It's a shame that some people get caught up so much in "being right" that they stop considering another's position, but don't leave because of it- there are several people willing to discuss and change opinions still here.
That said, I think we'd agree that certain DRM is simply unacceptable, even if on things we rent. I feel like the renting/owning distinction isn't relevant in terms of DRM, though- IANAL, and so obviously my interpretation of law or what it should be is incorrect, but when I rent something, I feel like I have any capabilities that I would when owning it except I have to return it in its original condition at the end of the contract term. I wouldn't want my landlord checking in on me every minute to make sure I haven't done anything bad with my apartment, certainly.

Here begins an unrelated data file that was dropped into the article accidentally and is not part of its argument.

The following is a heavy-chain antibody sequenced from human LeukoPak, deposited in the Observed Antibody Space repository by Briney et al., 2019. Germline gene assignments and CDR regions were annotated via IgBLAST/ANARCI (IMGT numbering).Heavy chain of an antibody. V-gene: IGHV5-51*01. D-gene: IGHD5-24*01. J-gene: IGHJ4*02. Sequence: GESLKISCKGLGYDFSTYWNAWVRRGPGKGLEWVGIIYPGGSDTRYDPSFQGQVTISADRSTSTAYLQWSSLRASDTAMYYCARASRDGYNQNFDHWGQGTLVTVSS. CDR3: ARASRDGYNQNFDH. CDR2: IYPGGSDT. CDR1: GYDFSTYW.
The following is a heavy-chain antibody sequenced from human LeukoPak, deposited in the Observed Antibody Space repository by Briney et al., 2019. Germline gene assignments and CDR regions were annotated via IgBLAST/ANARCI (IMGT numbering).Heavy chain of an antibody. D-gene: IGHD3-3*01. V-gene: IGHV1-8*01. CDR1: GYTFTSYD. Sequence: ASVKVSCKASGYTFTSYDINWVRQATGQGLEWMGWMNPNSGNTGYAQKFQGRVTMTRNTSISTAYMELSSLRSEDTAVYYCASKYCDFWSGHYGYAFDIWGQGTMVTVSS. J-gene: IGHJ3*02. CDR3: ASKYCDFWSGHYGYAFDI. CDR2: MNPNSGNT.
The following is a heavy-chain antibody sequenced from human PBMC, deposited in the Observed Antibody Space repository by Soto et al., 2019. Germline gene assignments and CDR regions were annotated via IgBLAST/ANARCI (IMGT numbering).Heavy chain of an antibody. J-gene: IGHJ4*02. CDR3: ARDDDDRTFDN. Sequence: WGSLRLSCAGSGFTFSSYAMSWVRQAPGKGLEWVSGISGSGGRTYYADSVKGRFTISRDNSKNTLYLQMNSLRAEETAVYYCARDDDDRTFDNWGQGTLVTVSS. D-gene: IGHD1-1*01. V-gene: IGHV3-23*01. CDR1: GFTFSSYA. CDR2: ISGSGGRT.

That said, there's plenty of other middle grounds to escape to. If I want to pay a local artist based on how often I listen to his music, I could write a simple script that calculated how much I owe him every month and display that info to me- and if I went over some limit that I personally chose, would halt reading the file and tell me so. That, IMO, constitutes DRM, but is a bit different in that I have absolute power in how much I'm paying and to who, I'm free to disable it if I wish, it's incredibly noninvasive, and it has zero legal enforcement. If we're willing to agree that this is DRM (which we may not!), then obviously the optimal amount of DRM- something that could, in theory, balance the wants of both the consumer and the producer of the content- lies somewhere within this spectrum.